Furthermore, people actually get better at performing tasks as they sleep. According to Walker, during the REM (Rapid Eye Movement) stage of sleep, the brain replays, or practices, tasks it learned throughout the day at high speeds, improving its performance in those tasks. What’s more is that throughout this process, the brain specifically focuses on improving the most difficult parts of a task, according to Walker’s findings. His studies also corroborate previous evidence that the more one learns during the day, the more of this ‘practice’ their brain performs at night, suggesting that the more one is learning, the more they should be sleeping in order to solidify the extra information they learned. This correlation should be especially concerning at schools like Horace Mann, where students are notorious for getting insufficient amounts of sleep, as demonstrated by survey data.

At this point, you may be wondering whether it’s worth studying or doing homework at all if sleep is such a powerful tool for learning. Why not just go to sleep as soon as you get home? To begin addressing that idea, it’s important to acknowledge that the benefits that sleep offers are finite. Once you sleep a certain amount, the benefits of sleep will be fully realized; sleeping more that night will not provide any additional advantage. However, in terms of valuing sleeping time over studying time, a study published in 2013 by the Society for Research in Child Development found that as soon as students sacrificed getting a full eight hours of sleep for doing schoolwork (or anything else, for that matter), they had a harder time grasping new concepts and completing assignments in school the next day. This finding challenges our society’s entire conception of the value placed on homework, especially in comparison to how much our society values sleep. At HM, I hear students every day complaining about how late they had to stay up to finish an assignment, and we’ve likely all experienced this ourselves. The results of the study discussed above indicate that getting a full night’s sleep is actually more important for one’s education than doing a full night of homework.

There are a number of ways to address the problem of sleep deprivation in schools, but the two most practical and effective are to reduce homework amounts to allow for earlier bedtimes and implement later school start times. Because homework is so different from school to school, student to student, and day to day, it is difficult to empirically test its effects on student sleep durations, and in my research I have not found much data or experimentation testing the effects of varying amounts of homework on students’ sleep times. However, from the UD data I collected last spring, I do know that 72% of students feel they would go to bed earlier if they had less homework, and that 69% of students feel that homework is the most important factor in determining how much sleep they get on weeknights.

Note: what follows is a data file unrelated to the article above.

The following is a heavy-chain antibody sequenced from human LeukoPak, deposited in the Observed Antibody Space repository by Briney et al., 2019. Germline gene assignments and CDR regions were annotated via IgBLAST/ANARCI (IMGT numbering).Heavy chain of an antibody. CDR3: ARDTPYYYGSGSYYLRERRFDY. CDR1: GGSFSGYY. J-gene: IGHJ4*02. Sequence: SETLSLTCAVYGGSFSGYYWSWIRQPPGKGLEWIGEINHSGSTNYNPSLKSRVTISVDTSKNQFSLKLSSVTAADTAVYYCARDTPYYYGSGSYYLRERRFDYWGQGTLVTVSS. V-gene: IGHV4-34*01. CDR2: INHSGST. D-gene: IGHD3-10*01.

In terms of implementing later school start times, there is much more data to work with, and the effects are much clearer. In schools that have implemented later start times, results have included higher attendance rates, better grades, longer attention spans, fewer feelings of depression, and significantly longer sleeping hours, according to research published by the American Academy of Pediatrics in 2014.

At the moment, many school schedules start too early to align with the natural hours during which adolescents sleep. On top of that, adolescents today have a hard time falling asleep before 11 pm, meaning students’ waking times are determined by their school and their earliest bedtime is determined by their biology. What if there isn’t enough time to sleep between 11 pm and the established wake-up time? Unfortunately, that is the case for about half of Horace Mann students in the UD. 45% of students do not have an eight hour window between 11 pm and when they have to wake up to go to school. Quite simply, regardless of the amount of homework or other activities they engage in, nearly half the student population is not even given the opportunity to get the minimum healthy amount of sleep each night.